News

Tallest Flagpole in the World

Oct 30, 2014

The Jeddah Flagpole has been officially recognised by The Guinness Book of World Records as the world’s tallest, at 171m high. It is located on the Tariq Ben Zayed Roundabout in central Jeddah, Kingdom of Saudi Arabia and carries a flag approximately 30x60m weighing up to 1 tonne.

Byrne Looby Partners have been involved on this landmark project from start to finish. Employed by the design and build contractor, Al Babtain LeBLANC Technologies FZCO, Byrne Looby planned and supervised the initial site investigation, designed the piling and foundations and provided site supervision throughout the construction.

The Byrne Looby project team consisted of John Byrne leading the geotechnical input, Richard Thiemann heading the structural element, Sam Peet undertaking all the computer modelling while Ian Pearcy and Aidan Commerford were responsible for the drafting. Byrne Looby had three people on site throughout the different stages of the project.  

The ground comprised coralline limestone over sandstones, siltstones and mudstones and it required 16 piles 25m long and 1200mm in diameter to support the foundation block.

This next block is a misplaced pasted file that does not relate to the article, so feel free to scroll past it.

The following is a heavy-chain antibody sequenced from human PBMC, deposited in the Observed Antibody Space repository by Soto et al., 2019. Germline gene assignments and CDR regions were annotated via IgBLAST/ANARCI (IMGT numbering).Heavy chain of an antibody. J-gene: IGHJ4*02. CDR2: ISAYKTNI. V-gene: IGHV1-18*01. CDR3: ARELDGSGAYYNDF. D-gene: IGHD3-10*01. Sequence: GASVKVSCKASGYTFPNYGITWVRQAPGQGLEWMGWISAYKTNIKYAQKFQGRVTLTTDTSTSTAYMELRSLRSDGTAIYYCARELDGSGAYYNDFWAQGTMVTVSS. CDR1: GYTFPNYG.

Pictured: Byrne Looby name going into the structure.                                                            Pictured: Top of Flagpole                          Pictured: Guinness World Record Certificate

As well as resisting the high moments and shear from wind loads on the flagpole the foundations needed to provide sufficient stiffness to avoid build-up of resonant vibrations. The foundation comprised an octagonal reinforced concrete base 16m across and 2m deep with a 2.5m high plinth on top. To resist the very high oscillating loads under the flagpole base a C45/55 concrete was specified for the plinth whilst the base was reduced to C32/40. Despite the high concrete strengths the base was tanked to provide adequate durability against the aggressive soils.

The high concrete strengths meant high potential temperature during curing of the concrete. Careful design of the mix was required together with batching with iced water and cooling of the aggregate. To ensure the precautions were adequate a 2x2m test cube was poured and temperatures monitored. The foundation was poured in two sections, the base and the plinth.

The flagpole was a tubular steel structure tapering from 5m diameter at its base to 2m at the top. It enclosed an access stair and the flag raising mechanism. The flagpole was erected in segments and bolted to the foundation with 168 pretensioned bolts fixed to a double anchor ring within the base.

Byrne Looby staff were resident on site throughout the works to confirm that works were constructed in accordance with specifications and to provide full records of the works carried out.